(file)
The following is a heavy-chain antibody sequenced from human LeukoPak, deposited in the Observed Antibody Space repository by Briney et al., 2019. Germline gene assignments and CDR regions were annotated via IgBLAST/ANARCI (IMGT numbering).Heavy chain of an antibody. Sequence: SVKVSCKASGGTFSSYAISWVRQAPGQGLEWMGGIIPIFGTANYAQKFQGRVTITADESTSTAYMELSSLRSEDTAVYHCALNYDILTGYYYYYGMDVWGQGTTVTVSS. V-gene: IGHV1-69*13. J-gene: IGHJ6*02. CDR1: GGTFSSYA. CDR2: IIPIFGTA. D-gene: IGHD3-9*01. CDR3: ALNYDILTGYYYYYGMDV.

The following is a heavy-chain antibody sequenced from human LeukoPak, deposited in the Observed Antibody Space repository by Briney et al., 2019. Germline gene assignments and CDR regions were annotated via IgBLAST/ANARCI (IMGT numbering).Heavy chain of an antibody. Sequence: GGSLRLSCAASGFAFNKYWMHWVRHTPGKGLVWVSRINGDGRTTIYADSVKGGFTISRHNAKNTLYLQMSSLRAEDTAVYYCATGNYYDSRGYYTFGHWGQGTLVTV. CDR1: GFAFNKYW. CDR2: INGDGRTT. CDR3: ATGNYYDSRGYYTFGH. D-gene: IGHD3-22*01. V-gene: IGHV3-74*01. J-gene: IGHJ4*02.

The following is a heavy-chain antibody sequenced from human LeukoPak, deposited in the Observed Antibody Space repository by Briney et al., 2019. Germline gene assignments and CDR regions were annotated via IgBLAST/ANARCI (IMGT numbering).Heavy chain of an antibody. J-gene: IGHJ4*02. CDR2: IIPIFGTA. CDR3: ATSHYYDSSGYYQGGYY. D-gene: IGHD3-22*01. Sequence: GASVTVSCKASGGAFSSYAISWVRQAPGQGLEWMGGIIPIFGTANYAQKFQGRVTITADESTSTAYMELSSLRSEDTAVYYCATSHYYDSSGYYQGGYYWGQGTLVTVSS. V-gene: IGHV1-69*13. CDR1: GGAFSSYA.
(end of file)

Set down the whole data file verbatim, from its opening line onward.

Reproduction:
The following is a heavy-chain antibody sequenced from human LeukoPak, deposited in the Observed Antibody Space repository by Briney et al., 2019. Germline gene assignments and CDR regions were annotated via IgBLAST/ANARCI (IMGT numbering).Heavy chain of an antibody. Sequence: SVKVSCKASGGTFSSYAISWVRQAPGQGLEWMGGIIPIFGTANYAQKFQGRVTITADESTSTAYMELSSLRSEDTAVYHCALNYDILTGYYYYYGMDVWGQGTTVTVSS. V-gene: IGHV1-69*13. J-gene: IGHJ6*02. CDR1: GGTFSSYA. CDR2: IIPIFGTA. D-gene: IGHD3-9*01. CDR3: ALNYDILTGYYYYYGMDV.

The following is a heavy-chain antibody sequenced from human LeukoPak, deposited in the Observed Antibody Space repository by Briney et al., 2019. Germline gene assignments and CDR regions were annotated via IgBLAST/ANARCI (IMGT numbering).Heavy chain of an antibody. Sequence: GGSLRLSCAASGFAFNKYWMHWVRHTPGKGLVWVSRINGDGRTTIYADSVKGGFTISRHNAKNTLYLQMSSLRAEDTAVYYCATGNYYDSRGYYTFGHWGQGTLVTV. CDR1: GFAFNKYW. CDR2: INGDGRTT. CDR3: ATGNYYDSRGYYTFGH. D-gene: IGHD3-22*01. V-gene: IGHV3-74*01. J-gene: IGHJ4*02.

The following is a heavy-chain antibody sequenced from human LeukoPak, deposited in the Observed Antibody Space repository by Briney et al., 2019. Germline gene assignments and CDR regions were annotated via IgBLAST/ANARCI (IMGT numbering).Heavy chain of an antibody. J-gene: IGHJ4*02. CDR2: IIPIFGTA. CDR3: ATSHYYDSSGYYQGGYY. D-gene: IGHD3-22*01. Sequence: GASVTVSCKASGGAFSSYAISWVRQAPGQGLEWMGGIIPIFGTANYAQKFQGRVTITADESTSTAYMELSSLRSEDTAVYYCATSHYYDSSGYYQGGYYWGQGTLVTVSS. V-gene: IGHV1-69*13. CDR1: GGAFSSYA.